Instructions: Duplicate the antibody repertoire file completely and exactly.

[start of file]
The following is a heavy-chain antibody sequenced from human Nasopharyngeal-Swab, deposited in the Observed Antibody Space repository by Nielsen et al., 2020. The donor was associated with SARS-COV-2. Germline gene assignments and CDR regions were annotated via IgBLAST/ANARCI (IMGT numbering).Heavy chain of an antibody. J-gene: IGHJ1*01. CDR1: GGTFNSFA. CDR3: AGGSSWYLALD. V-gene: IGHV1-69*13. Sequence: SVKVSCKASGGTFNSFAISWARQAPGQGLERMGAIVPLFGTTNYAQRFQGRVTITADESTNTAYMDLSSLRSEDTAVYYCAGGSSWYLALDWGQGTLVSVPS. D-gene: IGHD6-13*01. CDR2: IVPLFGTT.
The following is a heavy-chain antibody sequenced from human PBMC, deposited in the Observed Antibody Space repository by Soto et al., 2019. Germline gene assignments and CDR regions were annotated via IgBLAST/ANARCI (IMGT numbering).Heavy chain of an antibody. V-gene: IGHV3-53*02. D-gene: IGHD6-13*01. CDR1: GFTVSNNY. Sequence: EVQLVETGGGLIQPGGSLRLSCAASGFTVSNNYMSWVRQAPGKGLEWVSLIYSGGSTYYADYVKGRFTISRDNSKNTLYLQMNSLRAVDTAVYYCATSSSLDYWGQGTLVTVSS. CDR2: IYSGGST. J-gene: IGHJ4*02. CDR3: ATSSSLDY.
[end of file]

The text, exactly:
The following is a heavy-chain antibody sequenced from human Nasopharyngeal-Swab, deposited in the Observed Antibody Space repository by Nielsen et al., 2020. The donor was associated with SARS-COV-2. Germline gene assignments and CDR regions were annotated via IgBLAST/ANARCI (IMGT numbering).Heavy chain of an antibody. J-gene: IGHJ1*01. CDR1: GGTFNSFA. CDR3: AGGSSWYLALD. V-gene: IGHV1-69*13. Sequence: SVKVSCKASGGTFNSFAISWARQAPGQGLERMGAIVPLFGTTNYAQRFQGRVTITADESTNTAYMDLSSLRSEDTAVYYCAGGSSWYLALDWGQGTLVSVPS. D-gene: IGHD6-13*01. CDR2: IVPLFGTT.
The following is a heavy-chain antibody sequenced from human PBMC, deposited in the Observed Antibody Space repository by Soto et al., 2019. Germline gene assignments and CDR regions were annotated via IgBLAST/ANARCI (IMGT numbering).Heavy chain of an antibody. V-gene: IGHV3-53*02. D-gene: IGHD6-13*01. CDR1: GFTVSNNY. Sequence: EVQLVETGGGLIQPGGSLRLSCAASGFTVSNNYMSWVRQAPGKGLEWVSLIYSGGSTYYADYVKGRFTISRDNSKNTLYLQMNSLRAVDTAVYYCATSSSLDYWGQGTLVTVSS. CDR2: IYSGGST. J-gene: IGHJ4*02. CDR3: ATSSSLDY.